Unconditional Recommendation: Peter, Susan, Edmund and Lucy return to Narnia to aid Prince Caspian and Aslan in their endeavors to take back Narnia from the Telmarines.
Genre: Fantasy, Christian Allegory
The story picks up a year after the Pevensie children left Narnia as kings and queens and C.S. Lewis does a marvelous job of pulling you right back into the story—it’s as if you never left. Prince Caspian is bursting with goodness and truth. Combine that with Lewis’ classic characters, adventure, battle, Narnia, and the Christ-figure Aslan and it’s no wonder these books have become beloved classics.
Narnia…the land beyond the lamp-post, where wondrous things happen, where the Lion returns…where a battle is about to begin. An evil king sits on the throne of Narnia, forcing all the Talking Beasts and mythical creatures to live in hiding. The rightful king, the young Prince Caspian, fights desperately to regain his throne and save his people. But when all seems lost the Great Lion, Aslan, calls Peter, Susan, Edmund and Lucy, four heroes from another world, to join the battle to free Narnia.
The catch is…no one else does. Not Peter, Susan, Edmund or their new dwarf friend. Aslan expects Lucy to come to him and follow him regardless of what the others see or do and isn’t that so true of the Christian life? We are to live in our lane, not looking to the right or left to see what anyone else is doing—saved or unsaved—but keep our eyes fixed ahead on our Savior, doing what pleases him, no matter the people around us or the circumstances we’re in. Lucy doesn’t follow Aslan, but instead bows to the opinions of her siblings. When she talks with Aslan about this, he essentially tells her to try again. We don’t have to wallow in despair or lose hope when we don’t follow or obey God how he would want us to because God is compassionate, gracious, ready to forgive and give us a second chance over and over and over again. Aslan gives Lucy a second chance and this time, having been convicted and convinced by Aslan, she appeals to her siblings but resolves to go to Aslan regardless of if they decide to believe her or not.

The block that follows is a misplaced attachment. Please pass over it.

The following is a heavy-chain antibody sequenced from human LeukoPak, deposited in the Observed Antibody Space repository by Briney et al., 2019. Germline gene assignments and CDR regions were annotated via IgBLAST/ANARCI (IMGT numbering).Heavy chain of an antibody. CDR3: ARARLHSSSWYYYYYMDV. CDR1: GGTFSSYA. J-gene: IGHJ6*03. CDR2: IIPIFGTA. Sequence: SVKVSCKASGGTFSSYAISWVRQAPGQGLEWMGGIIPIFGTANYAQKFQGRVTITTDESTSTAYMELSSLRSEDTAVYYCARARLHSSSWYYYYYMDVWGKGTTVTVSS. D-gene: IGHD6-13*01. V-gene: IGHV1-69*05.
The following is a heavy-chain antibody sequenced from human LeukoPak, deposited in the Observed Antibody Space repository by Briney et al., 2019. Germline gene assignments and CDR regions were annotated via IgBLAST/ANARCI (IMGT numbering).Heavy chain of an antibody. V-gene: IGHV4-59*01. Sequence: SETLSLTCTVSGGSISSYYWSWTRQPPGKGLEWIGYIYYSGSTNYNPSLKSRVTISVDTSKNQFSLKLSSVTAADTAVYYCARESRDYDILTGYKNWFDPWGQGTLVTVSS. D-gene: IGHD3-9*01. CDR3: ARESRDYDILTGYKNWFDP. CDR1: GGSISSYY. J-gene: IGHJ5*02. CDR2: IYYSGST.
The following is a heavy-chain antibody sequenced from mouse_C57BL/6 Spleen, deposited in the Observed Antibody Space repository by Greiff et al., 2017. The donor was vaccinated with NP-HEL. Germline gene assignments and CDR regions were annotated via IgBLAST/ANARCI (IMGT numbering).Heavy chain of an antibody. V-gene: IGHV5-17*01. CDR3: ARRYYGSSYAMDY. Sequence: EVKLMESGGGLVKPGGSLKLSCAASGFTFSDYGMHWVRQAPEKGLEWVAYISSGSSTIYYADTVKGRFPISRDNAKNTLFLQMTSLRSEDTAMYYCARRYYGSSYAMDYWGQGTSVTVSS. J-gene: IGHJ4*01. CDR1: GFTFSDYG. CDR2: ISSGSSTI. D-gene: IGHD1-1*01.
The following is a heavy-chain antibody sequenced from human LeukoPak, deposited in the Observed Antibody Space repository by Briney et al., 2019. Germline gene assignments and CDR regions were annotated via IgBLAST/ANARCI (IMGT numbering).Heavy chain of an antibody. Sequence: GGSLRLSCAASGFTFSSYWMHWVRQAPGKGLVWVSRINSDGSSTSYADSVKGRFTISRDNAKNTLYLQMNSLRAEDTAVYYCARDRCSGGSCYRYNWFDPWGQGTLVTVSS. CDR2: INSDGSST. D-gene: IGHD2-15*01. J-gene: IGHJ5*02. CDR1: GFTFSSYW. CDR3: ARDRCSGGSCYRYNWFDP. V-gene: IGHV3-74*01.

When Aslan and his party walk through the town of Beruna, Aslan brings new life, joy, and freedom to those who believe in him and fear to those who don’t. I love how Aslan disrupts the routine of things for the unbelieving Telmarine people while at the same time welcoming those who believe in him, regardless if those people are his people (Narnian) or not (Telmarine). He calls them with sweet words: “sweet heart,” “dear heart,” “my love,” and “dearest.” This reminds me of how God in the Old Testament does special things and makes special promises to the children of Israel but he also welcomes outsiders into the fold—for example, some Egyptians joined the Israelites when they left captivity in Egypt. I especially love the scene when Aslan comes upon the dying old woman. When she sees Aslan she says, “Oh, Aslan! I knew it was true. I’ve been waiting for this all my life. Have you come to take me away?” Aslan replied, “Yes, Dearest, but not the long journey yet.” I love the thought of a person waiting on their life and then at the end they come face to face with who they were hoping for. As the song goes: “Oh what a day that will be, when we all see Jesus, we’ll sing and shout the victory!”
At the end of the book, Prince Caspian learns his ancestry and how the Telmarines were pirates that came from the same world as Peter, Susan, Edmund, and Lucy. Prince Caspian tells Aslan, “I was wishing that I came of a more honorable lineage.” And Aslan says, “ You come of the Lord Adam and the Lady Eve and that is both honor enough to erect the head of the poorest beggar, and shame enough to bow the shoulders of the greatest emperor on earth. Be content.” Quite the observation.
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